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I'm trying to find a way to make a list of everything between <a> and </a> tags. So I have a list of links and I want to get the names of the links (not where the links go, but what they're called on the page). Would be really helpful to me.

Currently I have this:

$lines = preg_split("/\r?\n|\r/", $content);  // content is the given page
foreach ($lines as $val) {
  if (preg_match("/(<A(.*)>)(<\/A>)/", $val, $alink)) {     
    $newurl = $alink[1];

    // put in array of found links
    $links[$index] = $newurl;
    $index++;
    $is_href = true;
  }
}
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3? 4? times in as many days sigh –  annakata Dec 5 '08 at 9:07
    
Should we close that as it's a very redondant question ? –  e-satis Dec 5 '08 at 9:11
    
Partially this is because the "related questions" feature does not work too well. Partially this is because people are not looking into Google before asking questions (those that do mysteriously stop asking questions of this kind). –  Tomalak Dec 5 '08 at 10:52

7 Answers 7

up vote 8 down vote accepted

The standard disclaimer applies: Parsing HTML with regular expressions is not ideal. Success depends on the well-formedness of the input on a character-by-character level. If you cannot guarantee this, the regex will fail to do the Right Thing at some point.

Having said that:

<a\b[^>]*>(.*?)</a>   // match group one will contain the link text
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1  
+1. Would be <a[^>]*>([^<]*?)</a> event better ? –  e-satis Dec 5 '08 at 9:11
    
This will match on any tag starting with "a", up to a /a. <a\s*(.*)>(.*)</a> will single out a tags –  Xetius Dec 5 '08 at 9:17
    
HTML 4.01 / XHTML 1.0 defines a, abbr, acronym, address, applet and area tags which will all match –  Xetius Dec 5 '08 at 9:22
    
That's right. I added \b to avoid this scenario. @e-satis: non greedy matching is not necessary here, "[^<]*" will stop at the first "<" encountered. –  Tomalak Dec 5 '08 at 10:49
    
If regex isn't the best way to find everything between <a> and </a> what is? –  Stuart Dec 5 '08 at 19:55

I'm a big fan of regexes, but this is not the right place to use them.

Use a real HTML parser.

  • Your code will be clearer
  • It will be more likely to work

I Googled for a PHP HTML parser, and found this one.

If you know you're working with XHTML, then you could use PHP's standard XML parser.

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<a\s*(.*)\>(.*)</a>

<a href="http://www.stackoverflow.com">Go to stackoverflow.com</a>

$1 = href="www.stackoverflow.com"

$2 = Go to stackoverflow.com

I answered a similar question to strip everything except a tags here

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I changed my answer to account for this scenario, thanks for the hint. Nevertheless, your "(.*)" is wrong because of the greedy star. –  Tomalak Dec 5 '08 at 11:18

Regex, the black magic, again :)

I found one nice question about common regex. There some interesting links where you will find very common regexpressions like yours.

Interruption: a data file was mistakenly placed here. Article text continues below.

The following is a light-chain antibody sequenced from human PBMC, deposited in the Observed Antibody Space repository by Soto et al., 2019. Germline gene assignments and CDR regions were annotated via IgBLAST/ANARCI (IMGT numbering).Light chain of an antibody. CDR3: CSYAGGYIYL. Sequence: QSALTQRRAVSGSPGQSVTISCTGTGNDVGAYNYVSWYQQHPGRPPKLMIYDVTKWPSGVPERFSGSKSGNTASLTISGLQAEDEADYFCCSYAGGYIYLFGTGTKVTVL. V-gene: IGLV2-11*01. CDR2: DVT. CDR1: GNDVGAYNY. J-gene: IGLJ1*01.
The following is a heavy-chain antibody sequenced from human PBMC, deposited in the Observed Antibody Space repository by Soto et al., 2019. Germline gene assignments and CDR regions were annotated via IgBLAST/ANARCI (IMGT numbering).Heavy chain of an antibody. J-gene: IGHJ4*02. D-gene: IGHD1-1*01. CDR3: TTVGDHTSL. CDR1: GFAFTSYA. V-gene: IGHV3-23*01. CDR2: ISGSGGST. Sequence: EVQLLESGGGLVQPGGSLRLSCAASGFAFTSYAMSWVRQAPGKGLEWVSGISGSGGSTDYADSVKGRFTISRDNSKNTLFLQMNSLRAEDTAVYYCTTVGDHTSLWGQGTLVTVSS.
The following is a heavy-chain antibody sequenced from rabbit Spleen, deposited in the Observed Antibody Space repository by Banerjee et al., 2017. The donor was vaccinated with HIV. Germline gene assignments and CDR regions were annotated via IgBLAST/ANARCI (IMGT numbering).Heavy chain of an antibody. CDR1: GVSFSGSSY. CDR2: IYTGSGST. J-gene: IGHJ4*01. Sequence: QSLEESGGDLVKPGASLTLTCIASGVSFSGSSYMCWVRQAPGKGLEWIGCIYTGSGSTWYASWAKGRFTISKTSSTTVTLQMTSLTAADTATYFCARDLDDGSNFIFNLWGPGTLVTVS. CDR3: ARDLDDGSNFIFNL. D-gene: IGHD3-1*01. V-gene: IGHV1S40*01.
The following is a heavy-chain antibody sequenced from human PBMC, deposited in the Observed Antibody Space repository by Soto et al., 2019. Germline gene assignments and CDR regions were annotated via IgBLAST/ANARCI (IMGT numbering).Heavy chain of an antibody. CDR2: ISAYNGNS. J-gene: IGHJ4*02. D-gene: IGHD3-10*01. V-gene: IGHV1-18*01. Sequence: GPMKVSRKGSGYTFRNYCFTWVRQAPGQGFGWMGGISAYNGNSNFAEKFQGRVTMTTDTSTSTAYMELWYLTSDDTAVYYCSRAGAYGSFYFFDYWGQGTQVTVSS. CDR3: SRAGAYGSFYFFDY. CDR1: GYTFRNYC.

Grabbing HTML Tags

< TAG\b[^>]>(.?) Analyze this regular expression with RegexBuddy matches the opening and closing pair of a specific HTML tag. Anything between the tags is captured into the first backreference. The question mark in the regex makes the star lazy, to make sure it stops before the first closing tag rather than before the last, like a greedy star would do. This regex will not properly match tags nested inside themselves, like in onetwoone.

<([A-Z][A-Z0-9])\b[^>]>(.*?) Analyze this regular expression with RegexBuddy will match the opening and closing pair of any HTML tag. Be sure to turn off case sensitivity. The key in this solution is the use of the backreference \1 in the regex. Anything between the tags is captured into the second backreference. This solution will also not match tags nested in themselves.

Otherwise: Browse this link: keyword "link". There are some interesting approaches to filter links.

I hope this helps :)

Good luck!

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Well.. Using regular expressions is not perfect, but in perl regexp,

m!<a .*?>(.*?)</a>!i

should give you the name of the first link on that line in match group one, ignoring case.

Limitations:

  • Does not handle multiple links on one line
  • Does not handle links going over several lines.
  • Will also match on anchor tags.

You could work around this by joining all lines into one line and then split it into an array (or multiple lines) using the link start as separator.

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Best and quickest way to create a list of what's between , is by using preg_match_all.

Example:

$pattern = '#<a[^>]*>([^<]*)<\/a>#';
$subject = '<a href="#">Link 1</a> <a href="#">Link 3</a> <a href="#">Link 3</a>';
preg_match_all($pattern, $subject, $matches);
print_r($matches[1]);

The result will be:

Array (
 [0] => Link 1
 [1] => Link 3
 [2] => Link 3
)
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With the pattern

'<a.*?>(.*?)</a>'

You'll get

['sign up', 'log in', 'careers 2.0']

Searching in this markup:

<span id="hlinks-nav"><a href="/users/login?returnurl=%2fquestions%2f343115%2fregexp-for-finding-everything-between-a-and-a-tags">sign up</a><span class="lsep">|</span><a href="/users/login?returnurl=%2fquestions%2f343115%2fregexp-for-finding-everything-between-a-and-a-tags">log in</a><span class="lsep">|</span><a href="http://careers.stackoverflow.com">careers 2.0</a><span class="lsep">|</span></span>
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